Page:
It’s him. The opportunist. The leech. A damn traitor, really.


Turn around and he won’t be here.

Turn around and he won’t be here.

He is just a voice in her head.

His body is in her head, too.

She turns around.

Void is there, holding a fork in front of his face, looking at it hungrily, or quizzically.  There is no telling, really.

He doesn’t look good.  He holds the fork with his only remaining hand.  His left arm is shorn at the elbow, and his torso floats leg-height from the floor, his waist ending at a bloodless diagonal tear like the cragged base of some volcanic rock.  All that remains of his legs is his upper right thigh.  The spirals churn slowly, freezing intermittently, his broken body glitching.

Some cousin of pity twitches in her.

“Don’t eat that,” she says, and takes the fork from him.

At least, she thinks she does.  She looks at the fork, crusted with the remains of her breakfast.  If Void isn’t here, and he can’t be, did she just pick it up off the coffee table?  Did her mind skip forward, past that part?  Because she doesn’t remember it.  Try as she might, she can’t remember it.

She flings the fork away from her onto the counter, like it was covered in maggots.

“I’m hungry,” he says.

She plugs her ears with her index fingers.  “So hungry,” she can faintly hear him say.  That horrible voice.  If it’s in her head, what good is plugging her ears?

She removes her fingers.

“What are you going to feed me?”

“Nothing.”  She grabs her lips as if she could stop her voice from entering the room.  It can’t be good to reply to voices in your head, can it?  Having imaginary friends was perfectly normal as a child, but at what age does it stop being normal?  Is there some Handbook for the Recently Schizophrenic?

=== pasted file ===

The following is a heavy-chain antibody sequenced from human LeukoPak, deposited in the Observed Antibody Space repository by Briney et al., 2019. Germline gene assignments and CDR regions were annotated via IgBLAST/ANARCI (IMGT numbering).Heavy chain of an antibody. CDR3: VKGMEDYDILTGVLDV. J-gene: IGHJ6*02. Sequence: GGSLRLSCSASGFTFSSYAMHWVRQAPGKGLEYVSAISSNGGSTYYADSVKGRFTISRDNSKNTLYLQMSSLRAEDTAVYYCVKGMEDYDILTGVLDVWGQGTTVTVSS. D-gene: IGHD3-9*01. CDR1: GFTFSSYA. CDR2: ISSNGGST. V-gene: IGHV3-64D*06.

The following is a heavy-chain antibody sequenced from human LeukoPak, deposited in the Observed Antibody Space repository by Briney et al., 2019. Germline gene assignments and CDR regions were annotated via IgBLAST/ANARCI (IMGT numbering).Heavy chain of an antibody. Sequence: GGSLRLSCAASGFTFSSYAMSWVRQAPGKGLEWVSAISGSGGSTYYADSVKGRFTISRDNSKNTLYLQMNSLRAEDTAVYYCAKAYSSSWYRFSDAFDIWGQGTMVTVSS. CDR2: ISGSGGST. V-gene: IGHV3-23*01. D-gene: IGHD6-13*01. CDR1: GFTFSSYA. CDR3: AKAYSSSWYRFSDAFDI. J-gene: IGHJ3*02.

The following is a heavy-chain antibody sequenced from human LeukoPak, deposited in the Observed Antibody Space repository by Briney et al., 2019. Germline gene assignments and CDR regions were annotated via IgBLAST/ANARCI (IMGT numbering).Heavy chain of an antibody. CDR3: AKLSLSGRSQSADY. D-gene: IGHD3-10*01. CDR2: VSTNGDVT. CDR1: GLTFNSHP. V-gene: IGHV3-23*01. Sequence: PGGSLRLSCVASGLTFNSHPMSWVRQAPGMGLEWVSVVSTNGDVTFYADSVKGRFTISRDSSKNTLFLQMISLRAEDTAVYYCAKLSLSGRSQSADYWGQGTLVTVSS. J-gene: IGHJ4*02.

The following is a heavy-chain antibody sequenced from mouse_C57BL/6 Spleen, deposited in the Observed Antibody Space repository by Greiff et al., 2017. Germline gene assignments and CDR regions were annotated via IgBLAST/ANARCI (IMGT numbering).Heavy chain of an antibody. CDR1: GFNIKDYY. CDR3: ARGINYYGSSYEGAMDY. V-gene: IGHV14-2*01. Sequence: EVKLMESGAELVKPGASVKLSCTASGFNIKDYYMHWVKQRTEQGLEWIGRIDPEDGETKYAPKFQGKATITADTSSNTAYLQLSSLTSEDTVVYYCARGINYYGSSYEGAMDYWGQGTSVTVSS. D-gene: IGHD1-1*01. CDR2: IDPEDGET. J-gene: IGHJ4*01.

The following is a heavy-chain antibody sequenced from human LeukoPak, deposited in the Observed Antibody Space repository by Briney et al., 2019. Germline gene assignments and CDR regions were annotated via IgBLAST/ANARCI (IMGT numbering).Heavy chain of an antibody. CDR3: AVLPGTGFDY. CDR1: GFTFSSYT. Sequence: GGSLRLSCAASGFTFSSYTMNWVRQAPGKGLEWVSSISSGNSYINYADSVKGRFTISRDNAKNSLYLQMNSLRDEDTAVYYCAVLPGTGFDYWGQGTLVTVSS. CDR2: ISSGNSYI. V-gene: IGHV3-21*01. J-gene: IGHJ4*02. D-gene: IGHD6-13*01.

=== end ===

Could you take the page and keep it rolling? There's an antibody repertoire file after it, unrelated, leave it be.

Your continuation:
“I’ll die if you don’t.”

“Maybe I want you to die.”

There she is, responding again.  At least, she thinks she’s responding.  How can she trust that she’s even audible?  Could the whole exchange be in her head?  Of course, she’d seen the men on the street, haggard and sunburnt, shouting at the wind.  No, the responding is real.

She pinches herself repeatedly.  Wake up, Beddy.  Wake up.  She knows she used to dream about him, long after she locked him outside. Those were dreams, right?

“When did you last eat?”

“When you last fed me.”

She gasps. “But that’s been years.”

“Years aren’t so long. It’s the days that are the longest.”

“How did you survive?”

“I ate myself.”


“My body is surprisingly nourishing.”

She had thought of eating her fingers before, of course, but always in rage, never out of hunger.  Start with the pinky, the easiest to bite through, and when that popped off in her mouth, and the blood sprayed out onto her face like from a split hose, then her bullies would pay attention.  This is what they were doing to her.  She would show her teacher a mouthful of fingers.  They needed to know how it felt.

“What did you taste like?” she says.